MVC Stands for model view controller and is a factoring pattern that allows an application great flexibility. The model represents the application.s underlying data model, the view represents the applications views on that data and the controller represents the business logic that takes a user between different views of data and performs different operations on it.

Refactoring an MVC application is often exponentially cheaper than a non-MVC application. (See also PAC.)
Model 2 An implementation of MVC factoring for templates.
webapp "Web application".
UML Unified modelling language, the standard visual communication language for software engineers.
Domain analysis Modelling and understanding the domain for a given solution. The domain is the complete area for which the solution is being provided.
DAL Data access layer. The part of an application that is specifically and solely focussed on reading and persisting data.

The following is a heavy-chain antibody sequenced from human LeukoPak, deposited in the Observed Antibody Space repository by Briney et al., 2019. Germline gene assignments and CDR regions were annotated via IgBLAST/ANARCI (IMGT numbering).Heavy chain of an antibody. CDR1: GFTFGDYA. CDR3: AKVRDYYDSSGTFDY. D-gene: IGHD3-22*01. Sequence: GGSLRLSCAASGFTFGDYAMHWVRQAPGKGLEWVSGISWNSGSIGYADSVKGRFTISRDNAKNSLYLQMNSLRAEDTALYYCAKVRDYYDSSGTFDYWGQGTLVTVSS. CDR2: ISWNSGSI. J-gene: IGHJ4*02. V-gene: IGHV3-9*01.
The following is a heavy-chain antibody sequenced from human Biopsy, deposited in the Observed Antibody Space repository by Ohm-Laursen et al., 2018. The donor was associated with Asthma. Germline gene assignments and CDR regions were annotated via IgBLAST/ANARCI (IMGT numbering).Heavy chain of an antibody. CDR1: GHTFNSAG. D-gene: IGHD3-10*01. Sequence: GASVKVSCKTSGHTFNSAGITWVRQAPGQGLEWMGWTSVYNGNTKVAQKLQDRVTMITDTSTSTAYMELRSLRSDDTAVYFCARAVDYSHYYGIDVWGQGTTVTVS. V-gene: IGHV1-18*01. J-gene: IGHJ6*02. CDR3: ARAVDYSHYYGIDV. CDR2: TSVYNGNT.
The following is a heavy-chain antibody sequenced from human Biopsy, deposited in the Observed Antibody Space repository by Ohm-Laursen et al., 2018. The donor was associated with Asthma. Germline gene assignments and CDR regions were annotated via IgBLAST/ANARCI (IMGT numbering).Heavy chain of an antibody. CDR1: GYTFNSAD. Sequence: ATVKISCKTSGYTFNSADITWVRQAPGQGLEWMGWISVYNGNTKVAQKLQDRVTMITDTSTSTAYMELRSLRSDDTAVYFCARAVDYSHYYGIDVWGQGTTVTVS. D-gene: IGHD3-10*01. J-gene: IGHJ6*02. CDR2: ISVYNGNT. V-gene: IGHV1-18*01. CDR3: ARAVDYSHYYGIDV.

Component diagram A diagram that is lower-level than a dataflow diagram, providing visibility to software or hardware components and implementation details.
Web Service A Web Service is an XML and HTTP based interface which provides a simple consistent mechanism for working with data.
Agile Agile development is a recent software engineering methodology. It provides for safer development than many of the older methodologies, and can deliver business value earlier.

Extreme Programming is one of the main agile methodologies.

FAQ

What does a typical request lifecycle look like when using the action framework?

This diagram shows a typical request's lifecycle when running on the .NET platform.

Is there a flow-chart summarising the cache decision flow?

See here.

Why does the LPC differentiate between domain and relational data?

Differentiation between domain and relational data

See here.

Changelog

2.5 (May 2008)

  • Lite DML autogeneration framework for improved ORM on Cacheable objects
  • Query interception and analysis for all DML statements; integrated reporting
  • New configuration mechanism for brokers, factories & caching; much simpler to manage
  • Rewritten HttpAction framework with regexp-based URL-space support
  • Primitive HTTP proxy server implementation
  • Enhanced custom handler support for configuration relocated over HTTP or into assemblies or resources

2.4 (October 2007)

  • Native HTTP/1.0 client & server implementation, including gzip & easy upload tools